Lately I have been thinking a bit about the advantages of small, tightly focussed web apps (so-called “point solutions”) that scratch a single little itch, versus larger, more powerful and general web apps that tend to deliver more of a total body rub. This question is of utmost importance to a company like Biarri that needs to place its development time and effort into the best channels.
The question was highlighted by a real-world problem a colleague posed recently: how to assign foursomes in rounds of Golf so that all of the players got to play with each other player at least once. It is not trivial to construct such a solution (if one even exists) by hand, if the constraints are “tight” enough (for example, 20 players and 8 rounds).
Small point solutions that solve a small but non-trivial problem like this might be fairly quick to develop and deploy on the web. But it doesn’t take much feature creep before you get a pile of extra “features” (particular requirements for some players, minimising the number of repeated pairings, right through to printing out score cards etc); before you know it (or more precisely, after months or years of hard coding) you’d have a full-blown Golf Tournament Scheduler. Such a web app might sell for much more, but would probably attract many less customers. And what happened to the poor casual golfer or golf tournament organiser on a shoestring budget who just wanted to solve his or her original golf player assignment problem?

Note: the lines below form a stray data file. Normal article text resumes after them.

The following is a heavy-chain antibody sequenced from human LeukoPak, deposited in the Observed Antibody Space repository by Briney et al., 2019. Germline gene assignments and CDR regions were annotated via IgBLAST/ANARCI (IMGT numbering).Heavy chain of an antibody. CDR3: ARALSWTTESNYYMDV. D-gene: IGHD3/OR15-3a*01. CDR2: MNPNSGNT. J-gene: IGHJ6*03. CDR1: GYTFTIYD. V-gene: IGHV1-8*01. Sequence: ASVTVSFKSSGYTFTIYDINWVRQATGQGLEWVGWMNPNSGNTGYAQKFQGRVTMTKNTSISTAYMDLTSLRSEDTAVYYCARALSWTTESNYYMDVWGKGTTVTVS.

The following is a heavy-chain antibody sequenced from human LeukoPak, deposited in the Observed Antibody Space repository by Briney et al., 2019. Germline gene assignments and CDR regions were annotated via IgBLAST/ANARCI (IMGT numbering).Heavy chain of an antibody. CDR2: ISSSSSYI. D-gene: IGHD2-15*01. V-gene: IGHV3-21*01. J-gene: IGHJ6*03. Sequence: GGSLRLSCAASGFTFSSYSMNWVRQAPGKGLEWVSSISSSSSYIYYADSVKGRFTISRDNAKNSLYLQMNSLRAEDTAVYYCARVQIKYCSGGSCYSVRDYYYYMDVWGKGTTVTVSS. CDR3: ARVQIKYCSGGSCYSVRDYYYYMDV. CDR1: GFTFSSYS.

In the spirit of acknowledging that the future is impossible to predict, I think Biarri must address more wide-ranging, lightweight “point solutions”, particularly at our fledgling stage. More mini-apps with a wider potential customer base will allow us to gauge which itches need the most scratching; more complex apps, as every seasoned developer knows, seem to always cause issues and problems – in short, sheer complexity – quite out of scale with the larger code line count; not to mention being harder to use and understand for users (more buttons!)
Those who have test-driven our Workbench solution will also know that, to some extent, we’re trying to have our cake and eat it to, by allowing these smaller “point” solutions to exist as workflows (standalone web apps) in their own right, whilst also being “nestable” – that is, able to be composited in a larger, more powerful workflow. Look out for Geocoding as a sub-workflow inside Travel Time Calculation, coming to the Workbench very soon. And who knows if the Biarri Golf Tournament Organiser will ever eventuate!